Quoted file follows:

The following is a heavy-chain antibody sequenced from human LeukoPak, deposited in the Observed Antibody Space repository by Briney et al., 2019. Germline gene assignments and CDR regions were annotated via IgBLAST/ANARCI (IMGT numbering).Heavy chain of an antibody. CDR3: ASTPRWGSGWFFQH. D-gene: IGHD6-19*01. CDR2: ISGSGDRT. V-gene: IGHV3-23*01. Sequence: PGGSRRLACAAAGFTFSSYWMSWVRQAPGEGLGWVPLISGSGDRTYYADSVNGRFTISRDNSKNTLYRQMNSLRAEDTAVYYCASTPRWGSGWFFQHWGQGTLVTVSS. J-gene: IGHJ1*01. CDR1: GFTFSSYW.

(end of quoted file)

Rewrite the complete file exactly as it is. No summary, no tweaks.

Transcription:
The following is a heavy-chain antibody sequenced from human LeukoPak, deposited in the Observed Antibody Space repository by Briney et al., 2019. Germline gene assignments and CDR regions were annotated via IgBLAST/ANARCI (IMGT numbering).Heavy chain of an antibody. CDR3: ASTPRWGSGWFFQH. D-gene: IGHD6-19*01. CDR2: ISGSGDRT. V-gene: IGHV3-23*01. Sequence: PGGSRRLACAAAGFTFSSYWMSWVRQAPGEGLGWVPLISGSGDRTYYADSVNGRFTISRDNSKNTLYRQMNSLRAEDTAVYYCASTPRWGSGWFFQHWGQGTLVTVSS. J-gene: IGHJ1*01. CDR1: GFTFSSYW.